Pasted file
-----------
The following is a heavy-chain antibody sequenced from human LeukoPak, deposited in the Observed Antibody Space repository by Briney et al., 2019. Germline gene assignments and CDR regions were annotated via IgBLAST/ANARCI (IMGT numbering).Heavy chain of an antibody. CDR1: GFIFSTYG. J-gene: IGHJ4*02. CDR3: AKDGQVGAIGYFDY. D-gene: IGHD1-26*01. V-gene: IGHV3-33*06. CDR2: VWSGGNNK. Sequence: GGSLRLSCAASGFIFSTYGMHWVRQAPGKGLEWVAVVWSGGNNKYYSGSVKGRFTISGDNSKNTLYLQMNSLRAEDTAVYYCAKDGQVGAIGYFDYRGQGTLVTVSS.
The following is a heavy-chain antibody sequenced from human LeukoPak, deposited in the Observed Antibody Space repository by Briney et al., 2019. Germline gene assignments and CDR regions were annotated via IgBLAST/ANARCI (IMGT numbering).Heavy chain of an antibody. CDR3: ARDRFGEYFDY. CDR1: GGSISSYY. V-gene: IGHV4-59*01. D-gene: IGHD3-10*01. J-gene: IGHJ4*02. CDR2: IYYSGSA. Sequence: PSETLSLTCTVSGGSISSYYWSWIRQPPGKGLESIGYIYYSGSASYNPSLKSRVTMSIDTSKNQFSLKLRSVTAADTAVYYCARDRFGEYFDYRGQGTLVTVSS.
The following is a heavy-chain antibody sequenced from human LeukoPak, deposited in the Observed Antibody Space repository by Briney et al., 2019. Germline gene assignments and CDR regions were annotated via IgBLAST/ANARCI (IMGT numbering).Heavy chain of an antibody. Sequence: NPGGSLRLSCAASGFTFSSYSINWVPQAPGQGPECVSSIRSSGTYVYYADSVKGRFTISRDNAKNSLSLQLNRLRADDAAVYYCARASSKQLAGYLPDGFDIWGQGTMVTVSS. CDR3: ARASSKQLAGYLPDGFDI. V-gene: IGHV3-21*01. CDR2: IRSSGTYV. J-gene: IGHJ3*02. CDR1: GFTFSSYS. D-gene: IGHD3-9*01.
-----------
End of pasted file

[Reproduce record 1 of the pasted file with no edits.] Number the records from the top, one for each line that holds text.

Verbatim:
The following is a heavy-chain antibody sequenced from human LeukoPak, deposited in the Observed Antibody Space repository by Briney et al., 2019. Germline gene assignments and CDR regions were annotated via IgBLAST/ANARCI (IMGT numbering).Heavy chain of an antibody. CDR1: GFIFSTYG. J-gene: IGHJ4*02. CDR3: AKDGQVGAIGYFDY. D-gene: IGHD1-26*01. V-gene: IGHV3-33*06. CDR2: VWSGGNNK. Sequence: GGSLRLSCAASGFIFSTYGMHWVRQAPGKGLEWVAVVWSGGNNKYYSGSVKGRFTISGDNSKNTLYLQMNSLRAEDTAVYYCAKDGQVGAIGYFDYRGQGTLVTVSS.